Knowledge Base > DCover in the CI Pipeline > 4. Integrating Diffblue Cover into CI on pull requests

Integrating Diffblue Cover into CI on pull requests

Overview

This guide will help you to create a Jenkins declarative pipeline that is triggered by a webhook to automatically write Diffblue tests for a pull request.

Prerequisties

This guide assumes that you have:

and will wrap the Jenkins freestyle project that pushes tests to a branch in a Jenkinsfile for a Jenkins multi-branch pipeline that is triggered by a webhook for pull requests.

Setup a webhook

The Jenkins pipeline will be triggered by a webhook, so it is necessary to set up a webhook on the remote host if you do not already have one.

Setting up a webhook is well-documented on Github https://docs.github.com/en/developers/webhooks-and-events/webhooks/creating-webhooks

  • The payload URL should be JENKINS_URL/multibranch-webhook-trigger/invoke?token=github-webhook, where JENKINS_URL might look like http://jenkins.your.org.com:8080/
  • The type is json/application
  • Select Let me select individual events and check Pull requests

The Jenkins pipeline will use the Multibranch Scan Webhook Trigger plugin in Jenkins which is triggered by the payload URL above. Since only pull requests trigger the webhook, the job will run when a pull request is made or updated.

In the Jenkins configuration, under Scan Repository Triggers select Scan by webhook with trigger token github-webhook, to tell Jenkins what to listen for.

Add stages to the Jenkinsfile

If you have done the quick start guide, you can replace the Use dcover create in Jenkins with a step that calls the Jenkins freestyle project difflue-cover-tool, or add a stage to your existing Jenkins file, as follows:

pipeline {
    agent any

    stages {
        stage('Use dcover create in Jenkins') {
            steps {
                script {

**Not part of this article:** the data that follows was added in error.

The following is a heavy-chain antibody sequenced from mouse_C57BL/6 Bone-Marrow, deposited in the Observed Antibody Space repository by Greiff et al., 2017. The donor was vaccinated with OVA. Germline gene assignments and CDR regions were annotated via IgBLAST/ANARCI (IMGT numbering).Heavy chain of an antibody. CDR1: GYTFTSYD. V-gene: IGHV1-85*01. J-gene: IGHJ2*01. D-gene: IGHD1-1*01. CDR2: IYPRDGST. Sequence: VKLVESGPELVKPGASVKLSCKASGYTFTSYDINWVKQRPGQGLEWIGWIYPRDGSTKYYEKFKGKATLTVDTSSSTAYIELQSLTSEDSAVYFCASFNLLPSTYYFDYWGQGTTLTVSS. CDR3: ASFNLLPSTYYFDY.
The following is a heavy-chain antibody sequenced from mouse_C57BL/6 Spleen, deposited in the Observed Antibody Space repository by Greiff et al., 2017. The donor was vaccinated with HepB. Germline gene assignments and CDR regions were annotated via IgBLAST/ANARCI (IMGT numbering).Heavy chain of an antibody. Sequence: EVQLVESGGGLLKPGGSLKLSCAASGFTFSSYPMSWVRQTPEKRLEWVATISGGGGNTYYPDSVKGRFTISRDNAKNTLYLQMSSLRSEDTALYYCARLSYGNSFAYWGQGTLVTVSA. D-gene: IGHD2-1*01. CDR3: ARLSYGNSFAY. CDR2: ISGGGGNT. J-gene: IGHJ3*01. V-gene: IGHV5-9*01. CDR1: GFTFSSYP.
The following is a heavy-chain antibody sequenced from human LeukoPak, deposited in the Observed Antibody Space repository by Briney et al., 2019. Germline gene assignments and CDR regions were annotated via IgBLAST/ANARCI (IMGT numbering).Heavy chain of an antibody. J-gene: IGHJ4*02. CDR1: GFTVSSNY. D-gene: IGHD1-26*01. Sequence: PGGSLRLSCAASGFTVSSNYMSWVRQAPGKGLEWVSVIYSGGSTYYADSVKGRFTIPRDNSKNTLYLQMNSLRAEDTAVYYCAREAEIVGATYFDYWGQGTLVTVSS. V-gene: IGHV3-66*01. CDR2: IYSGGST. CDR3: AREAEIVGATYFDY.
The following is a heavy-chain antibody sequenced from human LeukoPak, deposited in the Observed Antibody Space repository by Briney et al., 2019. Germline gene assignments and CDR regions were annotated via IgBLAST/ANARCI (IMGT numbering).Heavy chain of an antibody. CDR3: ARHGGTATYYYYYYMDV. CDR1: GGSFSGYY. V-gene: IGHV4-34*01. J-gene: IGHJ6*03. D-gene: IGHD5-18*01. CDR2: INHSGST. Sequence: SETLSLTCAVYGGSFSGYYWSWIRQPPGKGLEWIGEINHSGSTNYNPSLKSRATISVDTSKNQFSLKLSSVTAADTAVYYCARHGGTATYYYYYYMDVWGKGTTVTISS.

build job: 'diffblue-cover-tool', parameters: [string(name: 'HEAD_BRANCH', value: "$CHANGE_BRANCH"), string(name: 'BASE_BRANCH', value: "$CHANGE_TARGET"), string(name: 'MODULES', value: "module1 module2 module3")]
                }
            }
        }
    }

}

Replace the MODULES parameter value with the modules in your project. Though for testing purposes, you may wish to select a single module for now.

This will trigger the diffblue-cover-tool job on a pull request when the pull request is made or the branch is updated. However, since this job will push the tests to the pull request branch, you first need to skip this stage if the commit author is the user that pushes the Diffblue tests, which is done in the next section.

Skip Diffblue tests when bot user commits

Add the stage to get the author of the last commit before the Use dcover create in Jenkins stage.

stage('Get last commit author and bot name') {
    steps {
        script {
            env.GIT_AUTHOR = sh (script: 'git log --no-merges -1 --pretty=%cn', returnStdout: true).trim()
            env.DIFFBLUE_BOT_NAME = "db-ci-bot"
        }
        sh '''#!/bin/bash
            echo "Git author is $GIT_AUTHOR and the Diffblue bot name is $DIFFBLUE_BOT_NAME"
        '''
    }
}

then add a when statement to the Update diffblue tests stage

stages {
    stage('Use dcover create in Jenkins') {
        when {
            not { environment name: 'GIT_AUTHOR', value: "$env.DIFFBLUE_BOT_NAME" }
        }
        steps {
            script {
                build job: 'diffblue-cover-tool', parameters: [string(name: 'HEAD_BRANCH', value: "$CHANGE_BRANCH"), string(name: 'BASE_BRANCH', value: "$CHANGE_TARGET"), string(name: 'MODULES', value: "module1 module2 module3")]
            }
        }
    }
}

With this, the Use dcover create in Jenkins stage will only run on code changes by a user other than the Diffblue tests user, avoiding an unnecessary run. At this point, you may wish to add this to any other stages in your Jenkinsfile that require it.

Create a test branch and PR

In the repository you wish to write tests for, create a branch called diffblue-test-pr based on your main branch.

Make a simple change in a module that the diffblue-cover-tool job is set to run on and commit the change. Push this branch to the remote host and make a pull request.

You should see the job running and then a commit pushed to the PR branch. In this simple setup, the commit that pushes Diffblue tests will re-trigger CI, but the author check should prevent Diffblue Cover from re-running. When the PR is merged, the Diffblue tests will be merged with it.

What’s next

With this, you can have Diffblue Cover writing tests automatically for your repository.

It is basic and there are efficiencies to make and errors to catch, but how this is done depends heavily on your specific pipeline and environment.

You can see how we at Diffblue have address some of these in our full example which includes:

1) Storing and running Diffblue tests separately to hand-written unit tests

2) Dealing with non-compiling or failing tests using dcover validate before dcover create

3) Running existing Diffblue tests against a pull request to catch possible regressions

4) Parallelizing to speed up runs on PRs and dealing with concurrency in the remote host

5) Stopping multiple builds on the same PR

6) Adding a comment to the PR so the end user knows what is happening